The first decade of the 21st century is ending in a few days, and what a ride it has been! It opened with the gloom of the dot-com bust and Y2K and ended with the gloom of a banking system bust and a major recession. It was not a good decade, as decades go.
How did recruiting fare over the decade? Did things get better for recruiters and candidates?
The decade began with the hope, maybe even the expectation among most recruiters, that the Internet would change things profoundly. Many of the writers and experts on recruiting predicted that candidates would be better served, that workloads would be more manageable, and that costs would go down.
As it turned out, neither the average cost per hire nor the average time to present a qualified candidate has changed much despite the introduction of all the tools that the Internet made possible. Applicant tracking systems were supposed to make it easier to keep track of candidates, present better candidates, as well as for a recruiter to qualify them. Yet, good candidates are rare and hiring managers complain regularly about seeing candidates who do not measure up to their expectations. Recruiters still can’t find good candidates, even when they have stored resumes or contact data in the multitude of systems that have been created to make this easy. Communication — now so easy with email and CRM — is as bad as always. Candidates are complaining more than ever of being neglected, and most remain in the dark about their status.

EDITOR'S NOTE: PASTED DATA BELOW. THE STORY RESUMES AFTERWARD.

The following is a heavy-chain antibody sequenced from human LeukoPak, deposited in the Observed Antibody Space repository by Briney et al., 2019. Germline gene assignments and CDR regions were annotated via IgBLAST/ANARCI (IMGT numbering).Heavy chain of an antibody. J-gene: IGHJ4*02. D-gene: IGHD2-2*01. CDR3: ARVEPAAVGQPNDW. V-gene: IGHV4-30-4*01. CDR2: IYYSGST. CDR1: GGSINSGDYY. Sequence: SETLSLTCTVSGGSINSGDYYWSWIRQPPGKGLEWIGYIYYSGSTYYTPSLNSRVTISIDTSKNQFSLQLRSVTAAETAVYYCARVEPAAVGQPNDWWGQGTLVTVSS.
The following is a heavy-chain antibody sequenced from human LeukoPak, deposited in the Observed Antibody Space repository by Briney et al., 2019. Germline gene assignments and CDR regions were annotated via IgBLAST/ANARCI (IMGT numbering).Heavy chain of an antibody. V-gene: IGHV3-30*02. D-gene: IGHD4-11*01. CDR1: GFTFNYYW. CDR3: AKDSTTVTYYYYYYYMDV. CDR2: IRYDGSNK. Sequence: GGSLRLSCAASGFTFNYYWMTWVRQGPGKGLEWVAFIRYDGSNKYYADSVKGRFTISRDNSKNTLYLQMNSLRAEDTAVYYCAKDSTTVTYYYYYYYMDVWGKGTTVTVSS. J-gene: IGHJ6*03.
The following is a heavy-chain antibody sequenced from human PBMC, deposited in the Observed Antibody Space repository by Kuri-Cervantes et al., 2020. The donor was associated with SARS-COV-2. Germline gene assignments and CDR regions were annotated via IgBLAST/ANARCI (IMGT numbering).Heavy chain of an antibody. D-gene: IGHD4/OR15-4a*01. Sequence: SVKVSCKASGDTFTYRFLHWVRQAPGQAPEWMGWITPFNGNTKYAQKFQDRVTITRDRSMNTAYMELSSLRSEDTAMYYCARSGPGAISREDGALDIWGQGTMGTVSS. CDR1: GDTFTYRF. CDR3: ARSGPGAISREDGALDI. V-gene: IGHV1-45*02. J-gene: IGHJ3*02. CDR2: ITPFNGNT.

Toward the end of the decade social networking appeared and became the new buzz. Recruiters had tools that would give them unprecedented access to candidates and make it much easier to create talent pools and stay in touch with candidates. Recruiters eagerly adopted Facebook, LinkedIn, Twitter, and other tools as the new panacea, feeling perhaps that if the Internet couldn’t fix their problems, then social media would.
They too have been disappointed, because the Internet, applicant tracking systems, CRM, and social media are tools that enable knowledgeable, skilled recruiters to do a better job. They are not, in themselves, solutions to anything and will not magically make anyone a good recruiter.
So What Makes a Good Recruiter?
The best performing recruiters are those who have three characteristics: (1) they have a deep knowledge of the industry they are recruiting for; (2) they have built relationships with the right people; and (3) they have learned and practice the skills of good salesmanship.
Deep Industry Knowledge
There is a myth that anyone can recruit for any industry because the Internet and social networking tools make access to people and information ubiquitous and easy to get. There is some truth in this. Certainly having access to resources such as Hoover’s and Wikipedia helps. The ability to scan hundreds of newspapers and news sources can generate leads and provide insight into what is happening in an industry. It is possible, with lots of time and energy expended, to put together a list of people to contact and screen. But how to screen and what to ask then becomes a bigger challenge, one not easily bridged with technology.